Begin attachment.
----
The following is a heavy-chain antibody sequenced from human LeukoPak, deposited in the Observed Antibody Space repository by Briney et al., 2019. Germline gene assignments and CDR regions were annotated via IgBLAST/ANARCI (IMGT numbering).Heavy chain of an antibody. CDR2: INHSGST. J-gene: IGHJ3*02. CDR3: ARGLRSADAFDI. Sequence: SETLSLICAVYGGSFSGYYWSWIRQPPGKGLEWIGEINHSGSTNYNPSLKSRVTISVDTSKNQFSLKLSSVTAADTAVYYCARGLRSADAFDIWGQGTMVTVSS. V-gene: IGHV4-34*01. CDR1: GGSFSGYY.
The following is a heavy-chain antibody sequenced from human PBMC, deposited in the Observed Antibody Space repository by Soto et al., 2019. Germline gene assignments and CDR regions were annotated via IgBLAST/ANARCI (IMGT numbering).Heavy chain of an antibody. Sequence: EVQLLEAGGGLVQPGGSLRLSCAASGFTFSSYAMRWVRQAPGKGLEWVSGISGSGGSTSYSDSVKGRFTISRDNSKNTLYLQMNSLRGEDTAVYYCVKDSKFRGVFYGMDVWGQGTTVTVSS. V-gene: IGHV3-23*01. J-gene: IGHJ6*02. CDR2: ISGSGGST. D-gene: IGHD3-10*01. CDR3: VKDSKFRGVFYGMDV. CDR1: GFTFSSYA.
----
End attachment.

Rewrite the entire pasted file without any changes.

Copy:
The following is a heavy-chain antibody sequenced from human LeukoPak, deposited in the Observed Antibody Space repository by Briney et al., 2019. Germline gene assignments and CDR regions were annotated via IgBLAST/ANARCI (IMGT numbering).Heavy chain of an antibody. CDR2: INHSGST. J-gene: IGHJ3*02. CDR3: ARGLRSADAFDI. Sequence: SETLSLICAVYGGSFSGYYWSWIRQPPGKGLEWIGEINHSGSTNYNPSLKSRVTISVDTSKNQFSLKLSSVTAADTAVYYCARGLRSADAFDIWGQGTMVTVSS. V-gene: IGHV4-34*01. CDR1: GGSFSGYY.
The following is a heavy-chain antibody sequenced from human PBMC, deposited in the Observed Antibody Space repository by Soto et al., 2019. Germline gene assignments and CDR regions were annotated via IgBLAST/ANARCI (IMGT numbering).Heavy chain of an antibody. Sequence: EVQLLEAGGGLVQPGGSLRLSCAASGFTFSSYAMRWVRQAPGKGLEWVSGISGSGGSTSYSDSVKGRFTISRDNSKNTLYLQMNSLRGEDTAVYYCVKDSKFRGVFYGMDVWGQGTTVTVSS. V-gene: IGHV3-23*01. J-gene: IGHJ6*02. CDR2: ISGSGGST. D-gene: IGHD3-10*01. CDR3: VKDSKFRGVFYGMDV. CDR1: GFTFSSYA.